Jeff Bezos should buy a television news network
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If the media gods would grant me one wish it would be that Amazon founder and Washington Post owner Jeff BezosJeffrey (Jeff) Preston BezosBlue Origin takes one small step toward being a competitor to SpaceX Democrats question Amazon over reported interference of workers' rights to organize Hillicon Valley: Twitter lacked adequate cybersecurity protection ahead of July hacks, regulator says | Twitter, Facebook clamp down on New York Post article about Hunter Biden | YouTube bans COVID-19 vaccine misinformation MORE buys or creates a television news network, invites CNN founder Ted Turner to help prepare a journalism and business plan and forms the highest-quality television news organization in modern media history.

We live in an age of widespread secrecy and selective leaks of classified information, massive doses of fake news, lavishly-financed political spin, hyper-partisan politics and character assassination. It's a cyber-World War III that pits dictatorships against democracies in wars of information. It's a world with a television news business that increasingly turns reporting into entertainment and a president who accuses the free press of being an enemy of the people.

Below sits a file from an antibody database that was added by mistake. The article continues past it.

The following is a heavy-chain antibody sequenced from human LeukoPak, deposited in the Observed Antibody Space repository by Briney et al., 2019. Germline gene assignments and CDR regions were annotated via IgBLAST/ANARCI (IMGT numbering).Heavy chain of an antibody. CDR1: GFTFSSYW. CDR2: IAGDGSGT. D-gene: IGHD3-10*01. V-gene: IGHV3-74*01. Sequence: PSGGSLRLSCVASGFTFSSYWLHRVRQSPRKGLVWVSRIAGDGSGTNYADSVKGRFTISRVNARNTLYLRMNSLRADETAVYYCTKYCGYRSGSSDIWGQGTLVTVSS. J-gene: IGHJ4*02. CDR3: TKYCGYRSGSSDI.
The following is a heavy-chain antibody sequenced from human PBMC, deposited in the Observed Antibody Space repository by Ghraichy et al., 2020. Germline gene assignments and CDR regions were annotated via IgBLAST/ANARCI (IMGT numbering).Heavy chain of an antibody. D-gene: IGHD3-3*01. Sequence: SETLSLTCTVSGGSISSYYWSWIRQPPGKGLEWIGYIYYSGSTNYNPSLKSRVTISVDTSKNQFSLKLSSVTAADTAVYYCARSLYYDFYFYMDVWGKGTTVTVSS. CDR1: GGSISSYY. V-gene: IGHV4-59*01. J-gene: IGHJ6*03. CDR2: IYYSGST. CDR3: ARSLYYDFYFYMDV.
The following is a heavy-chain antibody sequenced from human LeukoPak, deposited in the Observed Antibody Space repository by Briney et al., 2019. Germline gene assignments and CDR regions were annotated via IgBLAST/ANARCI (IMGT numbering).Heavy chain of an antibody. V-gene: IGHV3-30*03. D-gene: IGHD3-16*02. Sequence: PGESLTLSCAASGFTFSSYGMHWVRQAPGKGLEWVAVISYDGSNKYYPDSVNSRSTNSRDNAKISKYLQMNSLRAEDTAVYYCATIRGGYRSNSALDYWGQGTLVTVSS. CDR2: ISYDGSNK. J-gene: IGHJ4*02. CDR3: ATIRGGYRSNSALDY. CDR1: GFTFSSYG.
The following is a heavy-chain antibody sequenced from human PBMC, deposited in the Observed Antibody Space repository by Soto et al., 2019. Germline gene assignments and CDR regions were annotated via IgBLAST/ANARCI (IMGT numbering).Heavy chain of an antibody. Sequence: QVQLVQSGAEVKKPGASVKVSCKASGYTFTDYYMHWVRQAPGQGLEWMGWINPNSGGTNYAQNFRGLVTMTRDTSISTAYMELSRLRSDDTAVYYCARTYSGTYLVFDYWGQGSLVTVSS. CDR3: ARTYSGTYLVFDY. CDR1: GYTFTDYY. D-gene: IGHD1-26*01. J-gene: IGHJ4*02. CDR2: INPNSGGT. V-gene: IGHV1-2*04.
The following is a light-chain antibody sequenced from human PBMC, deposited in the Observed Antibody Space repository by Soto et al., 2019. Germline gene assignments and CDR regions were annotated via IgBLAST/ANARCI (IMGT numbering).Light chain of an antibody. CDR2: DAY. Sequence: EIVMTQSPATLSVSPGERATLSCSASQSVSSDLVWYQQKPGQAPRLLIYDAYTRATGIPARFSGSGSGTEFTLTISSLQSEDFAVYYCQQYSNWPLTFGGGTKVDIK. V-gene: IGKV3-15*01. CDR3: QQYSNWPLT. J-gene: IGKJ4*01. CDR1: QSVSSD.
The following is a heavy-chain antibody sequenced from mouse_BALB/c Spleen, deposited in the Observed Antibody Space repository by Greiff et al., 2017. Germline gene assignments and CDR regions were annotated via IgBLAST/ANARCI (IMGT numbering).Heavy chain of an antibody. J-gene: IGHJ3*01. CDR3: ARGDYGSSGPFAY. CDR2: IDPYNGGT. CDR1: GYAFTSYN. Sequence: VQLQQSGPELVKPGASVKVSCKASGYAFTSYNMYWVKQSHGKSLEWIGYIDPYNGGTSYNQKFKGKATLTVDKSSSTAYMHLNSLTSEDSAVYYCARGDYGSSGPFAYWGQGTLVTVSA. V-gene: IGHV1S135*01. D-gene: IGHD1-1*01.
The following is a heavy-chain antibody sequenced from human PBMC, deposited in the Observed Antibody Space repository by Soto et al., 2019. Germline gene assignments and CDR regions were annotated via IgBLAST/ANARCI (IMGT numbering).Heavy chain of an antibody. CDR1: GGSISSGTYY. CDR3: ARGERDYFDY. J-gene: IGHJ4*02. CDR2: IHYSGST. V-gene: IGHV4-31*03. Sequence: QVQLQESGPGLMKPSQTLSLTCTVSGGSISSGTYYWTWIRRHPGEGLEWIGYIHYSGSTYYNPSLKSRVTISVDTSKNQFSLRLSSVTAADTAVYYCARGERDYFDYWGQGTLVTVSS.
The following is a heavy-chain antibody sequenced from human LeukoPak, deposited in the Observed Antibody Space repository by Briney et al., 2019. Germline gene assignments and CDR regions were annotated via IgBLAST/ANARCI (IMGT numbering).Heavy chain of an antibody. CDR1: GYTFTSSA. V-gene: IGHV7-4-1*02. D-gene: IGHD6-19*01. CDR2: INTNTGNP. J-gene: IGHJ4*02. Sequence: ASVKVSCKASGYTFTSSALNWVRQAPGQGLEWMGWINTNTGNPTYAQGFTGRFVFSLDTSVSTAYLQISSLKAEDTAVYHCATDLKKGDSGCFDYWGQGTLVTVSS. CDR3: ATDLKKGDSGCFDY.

There is both an urgent need and a gigantic market for a new enterprise that would lift the standards of television journalism to the prestige, credibility and clout it once possessed.


There are some good people in television news today. But, as a whole, the profession has been trivialized compared to earlier generations of journalistic greatness. It's been sensationalized by news cycle obsessions and minimized in quality by nearly-universal corporate ownership that results in huge financial interests divorced from quality news reporting.


Repeated polls show that television news organizations have reached record-low levels of public trust, while the current American president and the current Russian dictator pursue similar projects designed to delegitimize and discredit the very foundation of a free press that is essential to citizens of democratic nations.

If Bezos would take a leadership role in television news, the business plan I propose is simple: Aspire to the role once played by legendary CBS News anchor Walter Cronkite, who was widely called "the most trusted man in America."

A Bezos-inspired television news network could focus on the straight, honest, fact-based, objective and thorough reporting of serious news that affects our daily lives and impacts life and death issues of war and peace. It would be a home to the most serious television journalists in the business who would be fearless in pursuing facts and reporting without bias in any direction.

Television news executives today would be astonished by the multitude of viewers who would respond positively to a television news organization they could fully trust, which would lift professional standards and public approval of television news from current levels.